Vermont, Long a Beacon in COVID-19 Fight, Grapples With Surge in Cases

Vermont's online COVID dashboard has been reporting a few hundred cases a day lately, even setting pandemic-wide records several times, but Gov. Phil Scott said there are still successes to be proud of

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Vermont was long the envy of the nation for its low number of COVID cases, but has seen a recent reversal of fortunes on that front.

Vermont's health commissioner on Tuesday reminded residents that "the pandemic isn't over yet," part of a presentation from members of the Scott administration that aimed to keep attention focused on the seriousness of COVID-19 and steps people can take to reduce infections.

"Our case rates have gone up about 64% over the past 30 days," said Mike Pieciak, the commissioner of the Department of Financial Regulation, who also leads COVID-19 data modeling for the state.

Pieciak described significant leaps in new infections for all groups under age 65. Vermont's online COVID dashboard has been reporting a few hundred cases a day lately, even setting pandemic-wide records several times.

COVID-19 cases are climbing, and health officials are expecting a potential surge in the coming months.

Pieciak offered a sobering warning Tuesday.

"[We're] not expecting the cases to go down, at this point," he said of the next several weeks.

There have been several explanations for the increase, which is jarring compared to very low case numbers in the summer of 2020.

They include waning vaccine protection in people who lined up really early for their shots to a more robust testing program than most states have -- meaning, Vermont catches and documents more positives than others do, Gov. Phil Scott said.

"We're somewhat of a victim of our own success," argued Scott, a Republican.

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The highly contagious delta variant has also torn through the unvaccinated. That population, according to the Scott administration, does make up most new infections.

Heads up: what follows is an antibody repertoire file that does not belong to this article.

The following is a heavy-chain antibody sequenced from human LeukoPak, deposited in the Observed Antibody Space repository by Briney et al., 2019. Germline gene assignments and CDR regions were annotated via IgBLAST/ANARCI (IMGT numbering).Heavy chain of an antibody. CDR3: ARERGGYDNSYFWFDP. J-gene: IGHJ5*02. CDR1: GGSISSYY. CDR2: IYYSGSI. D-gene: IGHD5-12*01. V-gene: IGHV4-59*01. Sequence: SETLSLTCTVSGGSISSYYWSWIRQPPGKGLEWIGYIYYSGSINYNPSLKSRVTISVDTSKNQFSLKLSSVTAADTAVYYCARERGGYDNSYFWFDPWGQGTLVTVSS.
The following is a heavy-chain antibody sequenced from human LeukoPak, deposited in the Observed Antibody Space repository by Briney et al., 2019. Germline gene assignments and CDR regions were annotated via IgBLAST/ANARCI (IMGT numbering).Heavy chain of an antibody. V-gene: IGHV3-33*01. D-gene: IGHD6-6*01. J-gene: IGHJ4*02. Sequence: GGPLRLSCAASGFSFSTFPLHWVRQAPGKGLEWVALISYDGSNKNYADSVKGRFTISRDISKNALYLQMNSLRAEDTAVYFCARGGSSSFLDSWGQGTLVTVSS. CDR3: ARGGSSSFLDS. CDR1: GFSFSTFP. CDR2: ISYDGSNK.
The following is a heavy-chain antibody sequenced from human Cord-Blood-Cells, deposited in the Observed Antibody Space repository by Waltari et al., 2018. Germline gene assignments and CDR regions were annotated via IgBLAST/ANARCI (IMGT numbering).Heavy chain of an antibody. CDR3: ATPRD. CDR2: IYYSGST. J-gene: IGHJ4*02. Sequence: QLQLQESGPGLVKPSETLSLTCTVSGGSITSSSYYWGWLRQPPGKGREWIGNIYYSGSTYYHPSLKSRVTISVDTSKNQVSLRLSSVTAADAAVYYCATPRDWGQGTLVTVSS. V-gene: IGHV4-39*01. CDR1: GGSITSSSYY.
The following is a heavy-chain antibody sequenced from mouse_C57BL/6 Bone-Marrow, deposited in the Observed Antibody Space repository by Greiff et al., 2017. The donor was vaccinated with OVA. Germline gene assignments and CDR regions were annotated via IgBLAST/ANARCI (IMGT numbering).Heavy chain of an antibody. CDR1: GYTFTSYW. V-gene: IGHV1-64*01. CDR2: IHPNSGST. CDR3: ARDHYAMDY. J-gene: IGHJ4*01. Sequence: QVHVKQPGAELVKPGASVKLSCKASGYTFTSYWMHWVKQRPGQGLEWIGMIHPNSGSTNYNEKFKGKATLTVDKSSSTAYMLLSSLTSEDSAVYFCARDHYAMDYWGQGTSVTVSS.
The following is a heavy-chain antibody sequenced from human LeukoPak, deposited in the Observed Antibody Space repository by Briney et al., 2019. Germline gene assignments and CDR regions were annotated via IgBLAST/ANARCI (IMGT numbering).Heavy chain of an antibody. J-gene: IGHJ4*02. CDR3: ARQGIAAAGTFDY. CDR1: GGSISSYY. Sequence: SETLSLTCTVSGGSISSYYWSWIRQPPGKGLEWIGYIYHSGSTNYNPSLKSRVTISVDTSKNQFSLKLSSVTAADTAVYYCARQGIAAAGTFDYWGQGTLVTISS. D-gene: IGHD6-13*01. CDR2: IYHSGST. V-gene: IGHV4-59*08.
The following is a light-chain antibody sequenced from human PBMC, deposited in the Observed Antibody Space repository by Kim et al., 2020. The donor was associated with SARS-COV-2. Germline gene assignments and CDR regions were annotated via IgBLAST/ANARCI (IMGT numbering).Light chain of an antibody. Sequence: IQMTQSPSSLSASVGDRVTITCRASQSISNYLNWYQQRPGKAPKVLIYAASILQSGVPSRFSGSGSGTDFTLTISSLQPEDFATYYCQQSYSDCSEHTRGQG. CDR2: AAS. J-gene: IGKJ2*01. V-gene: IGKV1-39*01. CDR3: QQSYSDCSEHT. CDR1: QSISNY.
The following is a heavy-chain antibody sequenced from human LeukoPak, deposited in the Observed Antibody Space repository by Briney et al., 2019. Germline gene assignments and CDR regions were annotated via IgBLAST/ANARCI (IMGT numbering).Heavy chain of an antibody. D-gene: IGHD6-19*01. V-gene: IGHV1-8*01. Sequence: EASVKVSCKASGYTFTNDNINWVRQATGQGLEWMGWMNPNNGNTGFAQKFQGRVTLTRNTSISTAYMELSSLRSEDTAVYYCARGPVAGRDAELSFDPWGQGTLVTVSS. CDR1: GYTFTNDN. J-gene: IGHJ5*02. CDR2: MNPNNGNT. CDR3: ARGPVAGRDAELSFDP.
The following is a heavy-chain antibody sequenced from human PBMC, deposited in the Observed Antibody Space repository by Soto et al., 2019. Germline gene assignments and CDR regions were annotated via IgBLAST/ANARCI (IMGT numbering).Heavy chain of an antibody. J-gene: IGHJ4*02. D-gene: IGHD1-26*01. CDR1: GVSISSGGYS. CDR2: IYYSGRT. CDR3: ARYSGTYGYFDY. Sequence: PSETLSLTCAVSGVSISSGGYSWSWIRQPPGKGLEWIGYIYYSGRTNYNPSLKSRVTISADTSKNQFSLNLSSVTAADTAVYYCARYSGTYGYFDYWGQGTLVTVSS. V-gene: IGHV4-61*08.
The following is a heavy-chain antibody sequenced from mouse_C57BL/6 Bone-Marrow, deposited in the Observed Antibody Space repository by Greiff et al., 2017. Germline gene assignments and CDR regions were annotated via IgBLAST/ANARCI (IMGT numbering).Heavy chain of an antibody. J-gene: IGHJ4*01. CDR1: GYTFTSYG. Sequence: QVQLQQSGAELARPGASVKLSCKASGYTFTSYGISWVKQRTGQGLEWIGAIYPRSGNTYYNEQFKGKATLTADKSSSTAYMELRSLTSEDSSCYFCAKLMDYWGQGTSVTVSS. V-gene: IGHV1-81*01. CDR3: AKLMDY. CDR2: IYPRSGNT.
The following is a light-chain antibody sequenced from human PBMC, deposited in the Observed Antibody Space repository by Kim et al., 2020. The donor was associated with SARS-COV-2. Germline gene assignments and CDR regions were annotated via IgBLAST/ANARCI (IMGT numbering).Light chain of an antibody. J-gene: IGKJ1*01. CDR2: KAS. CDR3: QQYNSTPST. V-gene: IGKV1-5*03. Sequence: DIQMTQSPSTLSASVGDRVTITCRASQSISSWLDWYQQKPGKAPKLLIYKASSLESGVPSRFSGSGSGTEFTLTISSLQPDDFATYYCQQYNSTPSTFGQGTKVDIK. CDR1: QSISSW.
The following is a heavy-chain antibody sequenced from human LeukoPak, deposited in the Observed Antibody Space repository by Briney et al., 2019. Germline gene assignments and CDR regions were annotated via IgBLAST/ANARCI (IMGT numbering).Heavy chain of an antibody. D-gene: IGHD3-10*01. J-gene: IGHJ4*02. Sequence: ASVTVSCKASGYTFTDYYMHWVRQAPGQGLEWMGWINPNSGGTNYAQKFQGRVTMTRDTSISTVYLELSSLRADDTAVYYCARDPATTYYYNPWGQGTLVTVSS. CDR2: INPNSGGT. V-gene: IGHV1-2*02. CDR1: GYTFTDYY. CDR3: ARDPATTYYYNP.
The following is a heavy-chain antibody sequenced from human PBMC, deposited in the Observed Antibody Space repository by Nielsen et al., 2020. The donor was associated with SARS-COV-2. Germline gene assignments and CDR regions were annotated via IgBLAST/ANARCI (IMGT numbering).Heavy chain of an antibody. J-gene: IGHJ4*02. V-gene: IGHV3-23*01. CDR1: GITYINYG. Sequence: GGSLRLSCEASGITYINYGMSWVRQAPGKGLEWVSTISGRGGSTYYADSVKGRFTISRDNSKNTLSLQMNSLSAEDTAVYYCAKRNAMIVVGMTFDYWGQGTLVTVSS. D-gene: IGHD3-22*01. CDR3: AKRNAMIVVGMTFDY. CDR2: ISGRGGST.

Still, there is not reason for complete despair, the governor insisted, saying, "I think we still have a lot to be proud of."

That list includes strong early interest from parents in getting vaccines for newly eligible 5- to 11-year-olds, according to Vermont Human Services Secretary Mike Smith.

"For the education of our students to continue in an uninterrupted manner, they need to get vaccinated," added Dan French, the secretary of the Vermont Agency of Education.

For more information on getting the COVID-19 vaccine or boosters, visit this health department website.

Vermont leads the nation in fully vaccinated folks 65 and up getting their booster doses, Pieciak noted.

The result of that is low hospitalization rates for the most vulnerable ages, Pieciak and Scott said.

"You look at the hospitalizations, we're still amongst the lowest in the nation," Scott said. "That's been our strategy all along. We're looking at hospitalizations, and the ICU capacity -- we're protecting our health care system, and we've done just that."

Halloween brought an outbreak of COVID-19 to a small Vermont college, and the school is still asking community members to stay vigilant.

Hoping for more optimistic headlines -- as in fewer case jumps -- the health commissioner is strongly urging Vermonters to gather in small, fully vaccinated groups for Thanksgiving, with negative tests in hand by the holiday.

"If you have any symptoms, even mild ones, please make the hard but right choice to skip the dinner and stay home," said Dr. Mark Levine, Vermont's health commissioner. "There will be plenty of leftovers."

The governor has resisted calls for broad new mask mandates to slow the spread of disease, believing such decrees would not be well-received at this stage in the pandemic. However, Democrats in the Vermont Legislature are now weighing a plan that would allow individual towns the option to put their own mask mandates in place.

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